Tension brews between telecos, OTTPs over net neutrality

Tension brews between telecos, OTTPs over net neutrality

Towards the end of 2014, private telecom major Airtel announced its plans to charge extra for internet calls through VoIP (Voice over Internet Protocol) applications like Skype and Viber, but had to drop the idea after opposition from the  public. Airtel’s plan triggered a debate whether to allow the telecom companies to collect extra charges for over the top players (OTTPs) including VoIP services or not.

The issue of collecting charges from users of internet based voice and texting apps like WhatsApp and Viber, which are also called OTTPs, is a bone of contention between telecom service providers and OTT players. While telecom firms have been demanding sector regulator Telecom Regulatory Authority of India (TRAI) to regulate the services of OTT firms and providers saying such service would lead to eroding their revenue, experts have cautioned against such a move saying it is against net-neutrality principles. 

As per net neutrality, service providers should treat all data on the internet equally. They must not impose differential pricing or pose any kind of restriction on internet-based services among users, content sites, platforms and apps such as Viber or Twitter, which use the telecom network to deliver services without paying network operators.

The telecom firms had said that the industry was suffering a minimum loss of Rs 5,000 crore in a year due to subscribers opting for free messengers services or voice over internet calls. As telecom companies have invested huge money to create networks, regulating the services of OTTP would maintain both parties on a level playing field, they said. 

As the OTT players offered free messaging or voice service across any telecom network in India, their apps grew in popularity. These apps also made the mobile internet usage popular leading to increased penetration of the internet. 

As per the TRAI data, there were about 26 crore internet users in the country as on June 2014 which included over 24 crore consumers using internet over their mobile or through dongles. Internet penetration in the country increased by about 30 per cent, courtesy smartphone and dongles, it said. During 2014, telecom operators gained heavily from rise in mobile internet usage driven by applications like WhatsApp, Facebook, Skype and consumers adopted them as these applications reduced their phone bills.

Conventional telephony is functionally no different from VoIP. However, the reason behind the latter’s popularity is that it can even be used on mobile handsets unlike earlier when one needed a PC or a laptop. While mobile operators pay around 30 per cent of their revenues as levies and comply with guidelines related to service roll-out as well as security and accounting, VoIP services never bother about all these things.

From a subscriber base of nearly 91.5 crore at the end of last year, the industry was hoping to reach the 100 crore mark by the end of 2014. The various players who were seen devising new ways to expand their revenue base, caught on to the growing interest among consumers for mobile internet as a big opportunity.“The government should tax over the top (OTT) players like WhatsApp, Viber, Hike and Facebook as they are getting a ‘free ride’ on telecom networks without paying for spectrum or any other fee,” said Vodafone India MD and CEO Marten Pieters recently. The telecom companies had even written to TRAI saying that internet telephony is a licensed service permitted only under ISP or Unified License granted under the Indian Telegraph Act.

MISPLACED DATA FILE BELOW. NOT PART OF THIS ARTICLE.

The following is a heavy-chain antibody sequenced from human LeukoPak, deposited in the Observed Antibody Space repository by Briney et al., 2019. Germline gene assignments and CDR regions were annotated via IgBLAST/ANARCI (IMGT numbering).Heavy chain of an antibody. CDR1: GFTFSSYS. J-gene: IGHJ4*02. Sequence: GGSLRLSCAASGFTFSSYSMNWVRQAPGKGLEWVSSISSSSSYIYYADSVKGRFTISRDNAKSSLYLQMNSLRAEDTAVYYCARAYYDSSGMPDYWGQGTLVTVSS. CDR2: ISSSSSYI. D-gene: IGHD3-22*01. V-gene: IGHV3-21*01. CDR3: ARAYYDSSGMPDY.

Threatened by WhatsApp

More than curbing Skype, the actual reason for the telecom operators to aggressively push for regulation of OTTPs was a recent announcement by WhatsApp that it plans to launch voice services over the Internet, said an official in the Department of Telecom. One of the fastest growing OTTPs with around 70 million customers in India, WhatsApp’s move into net telephony would have threatened traditional voice revenues of mobile operators, said the official.

“Companies offering OTT voice services, without holding a telecom licence in India, would essentially violate and circumvent Indian telecom licensing provisions and provide services that are otherwise only permitted under a telecom license,” Rajan S Mathews, Director General, Cellular Operators Association of India (COAI), says.However, experts differ from the telecom firms’ arguments. With India lagging behind in data services despite being a leader in wireless telephony, making popular services like VoIP or texting apps more costly may dent the growth of data services they say.

As more telecom players firm up plans for charging such services, the sectoral watchdog, TRAI – which has the power to control tariffs – may soon come out with regulations for messaging and calling applications. But the government must address the concern of the telecom firms including easing the burden of fees on network operators. Though it is not an easy task costing the government thousands of crores of rupees, which it earns as fees and levies, there is an urgent need to explore more alternatives. While there is a debate on net neutrality, the time has now come for TRAI to define what it means.

“Currently there is no law or framework surrounding this concept in India... We have our own socio-economic systems within which we need to address this issue,” TRAI chairman Rahul Khullar said on the subject.